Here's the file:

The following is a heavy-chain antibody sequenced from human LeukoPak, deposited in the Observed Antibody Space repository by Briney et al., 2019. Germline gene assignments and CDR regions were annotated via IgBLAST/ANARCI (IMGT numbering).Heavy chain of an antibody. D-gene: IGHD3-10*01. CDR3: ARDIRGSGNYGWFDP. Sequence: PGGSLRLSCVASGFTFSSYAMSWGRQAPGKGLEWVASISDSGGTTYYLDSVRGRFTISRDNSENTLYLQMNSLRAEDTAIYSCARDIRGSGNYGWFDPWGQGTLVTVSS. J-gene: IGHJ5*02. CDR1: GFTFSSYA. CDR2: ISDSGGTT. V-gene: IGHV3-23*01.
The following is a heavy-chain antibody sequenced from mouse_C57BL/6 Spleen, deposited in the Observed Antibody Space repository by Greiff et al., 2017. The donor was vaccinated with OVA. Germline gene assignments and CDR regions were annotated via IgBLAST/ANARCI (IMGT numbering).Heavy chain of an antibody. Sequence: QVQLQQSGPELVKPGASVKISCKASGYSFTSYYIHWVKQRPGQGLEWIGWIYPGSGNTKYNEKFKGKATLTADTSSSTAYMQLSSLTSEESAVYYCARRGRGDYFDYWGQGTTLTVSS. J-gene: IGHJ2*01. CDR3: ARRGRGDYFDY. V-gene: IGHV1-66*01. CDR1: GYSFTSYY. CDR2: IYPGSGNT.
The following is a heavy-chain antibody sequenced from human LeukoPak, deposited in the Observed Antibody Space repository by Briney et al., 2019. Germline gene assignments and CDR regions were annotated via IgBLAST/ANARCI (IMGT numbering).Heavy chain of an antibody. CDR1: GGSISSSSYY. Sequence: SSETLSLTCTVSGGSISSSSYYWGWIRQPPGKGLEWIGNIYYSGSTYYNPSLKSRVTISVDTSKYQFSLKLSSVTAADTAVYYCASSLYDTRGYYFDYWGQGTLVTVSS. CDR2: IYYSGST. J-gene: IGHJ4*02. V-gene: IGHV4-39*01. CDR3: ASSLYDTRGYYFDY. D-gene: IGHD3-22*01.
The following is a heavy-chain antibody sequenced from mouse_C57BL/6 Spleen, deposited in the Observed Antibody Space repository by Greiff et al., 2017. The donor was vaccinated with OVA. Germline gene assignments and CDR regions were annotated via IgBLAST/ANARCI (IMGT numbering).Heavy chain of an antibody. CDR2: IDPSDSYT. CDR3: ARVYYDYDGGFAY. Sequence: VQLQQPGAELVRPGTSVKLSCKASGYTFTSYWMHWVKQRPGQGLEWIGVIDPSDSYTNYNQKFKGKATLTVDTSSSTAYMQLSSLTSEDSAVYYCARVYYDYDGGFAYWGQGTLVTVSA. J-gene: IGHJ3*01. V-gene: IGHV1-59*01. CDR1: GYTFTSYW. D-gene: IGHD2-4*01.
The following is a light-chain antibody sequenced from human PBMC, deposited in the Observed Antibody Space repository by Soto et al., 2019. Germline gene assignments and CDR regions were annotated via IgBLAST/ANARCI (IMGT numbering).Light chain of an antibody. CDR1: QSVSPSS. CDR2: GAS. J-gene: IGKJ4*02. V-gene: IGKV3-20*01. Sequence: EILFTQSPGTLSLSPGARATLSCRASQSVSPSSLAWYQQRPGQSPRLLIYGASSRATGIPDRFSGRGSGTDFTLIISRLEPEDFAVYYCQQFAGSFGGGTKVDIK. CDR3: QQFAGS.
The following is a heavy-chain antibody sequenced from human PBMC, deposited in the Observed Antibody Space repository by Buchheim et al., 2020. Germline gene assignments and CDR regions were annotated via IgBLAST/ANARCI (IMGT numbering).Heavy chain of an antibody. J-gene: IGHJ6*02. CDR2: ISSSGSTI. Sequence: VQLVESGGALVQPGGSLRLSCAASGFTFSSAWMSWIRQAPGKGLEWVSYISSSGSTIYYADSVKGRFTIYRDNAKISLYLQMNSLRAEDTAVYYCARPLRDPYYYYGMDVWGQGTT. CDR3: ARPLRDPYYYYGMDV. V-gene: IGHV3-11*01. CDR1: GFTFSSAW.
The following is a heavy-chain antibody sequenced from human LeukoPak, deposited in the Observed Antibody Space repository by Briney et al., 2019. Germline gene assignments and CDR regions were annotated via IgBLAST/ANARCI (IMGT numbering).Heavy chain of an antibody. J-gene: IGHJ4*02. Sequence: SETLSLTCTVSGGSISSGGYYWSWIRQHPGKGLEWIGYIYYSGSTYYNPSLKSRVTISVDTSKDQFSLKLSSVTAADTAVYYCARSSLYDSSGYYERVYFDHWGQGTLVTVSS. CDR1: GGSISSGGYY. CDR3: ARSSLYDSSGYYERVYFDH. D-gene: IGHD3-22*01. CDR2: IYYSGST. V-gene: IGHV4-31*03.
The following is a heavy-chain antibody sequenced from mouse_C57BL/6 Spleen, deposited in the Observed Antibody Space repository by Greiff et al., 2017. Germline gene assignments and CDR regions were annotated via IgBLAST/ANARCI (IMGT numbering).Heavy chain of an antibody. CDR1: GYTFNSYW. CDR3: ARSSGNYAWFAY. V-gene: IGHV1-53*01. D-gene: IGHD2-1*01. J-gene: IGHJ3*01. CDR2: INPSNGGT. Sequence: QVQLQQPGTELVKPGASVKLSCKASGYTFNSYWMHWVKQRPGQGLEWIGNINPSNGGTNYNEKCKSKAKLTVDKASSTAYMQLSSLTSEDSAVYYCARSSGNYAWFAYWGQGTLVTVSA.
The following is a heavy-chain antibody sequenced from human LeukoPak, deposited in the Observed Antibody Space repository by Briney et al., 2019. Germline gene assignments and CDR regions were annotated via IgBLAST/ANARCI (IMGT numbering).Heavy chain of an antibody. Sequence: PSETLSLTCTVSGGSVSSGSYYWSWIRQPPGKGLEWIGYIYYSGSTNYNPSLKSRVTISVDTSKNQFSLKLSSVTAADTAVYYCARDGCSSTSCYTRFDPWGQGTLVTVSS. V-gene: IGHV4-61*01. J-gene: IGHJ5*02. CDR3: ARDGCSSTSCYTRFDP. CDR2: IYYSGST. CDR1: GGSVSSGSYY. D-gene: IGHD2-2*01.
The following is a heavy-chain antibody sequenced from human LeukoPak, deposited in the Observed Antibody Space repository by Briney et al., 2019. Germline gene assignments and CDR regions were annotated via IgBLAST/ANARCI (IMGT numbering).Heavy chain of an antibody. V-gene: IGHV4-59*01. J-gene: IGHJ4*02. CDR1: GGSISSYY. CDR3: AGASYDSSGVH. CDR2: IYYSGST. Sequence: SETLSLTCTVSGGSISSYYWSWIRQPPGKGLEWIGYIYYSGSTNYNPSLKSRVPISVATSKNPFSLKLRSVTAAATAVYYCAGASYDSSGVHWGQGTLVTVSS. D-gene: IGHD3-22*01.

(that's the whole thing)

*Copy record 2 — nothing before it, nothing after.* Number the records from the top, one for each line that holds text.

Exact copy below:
The following is a heavy-chain antibody sequenced from mouse_C57BL/6 Spleen, deposited in the Observed Antibody Space repository by Greiff et al., 2017. The donor was vaccinated with OVA. Germline gene assignments and CDR regions were annotated via IgBLAST/ANARCI (IMGT numbering).Heavy chain of an antibody. Sequence: QVQLQQSGPELVKPGASVKISCKASGYSFTSYYIHWVKQRPGQGLEWIGWIYPGSGNTKYNEKFKGKATLTADTSSSTAYMQLSSLTSEESAVYYCARRGRGDYFDYWGQGTTLTVSS. J-gene: IGHJ2*01. CDR3: ARRGRGDYFDY. V-gene: IGHV1-66*01. CDR1: GYSFTSYY. CDR2: IYPGSGNT.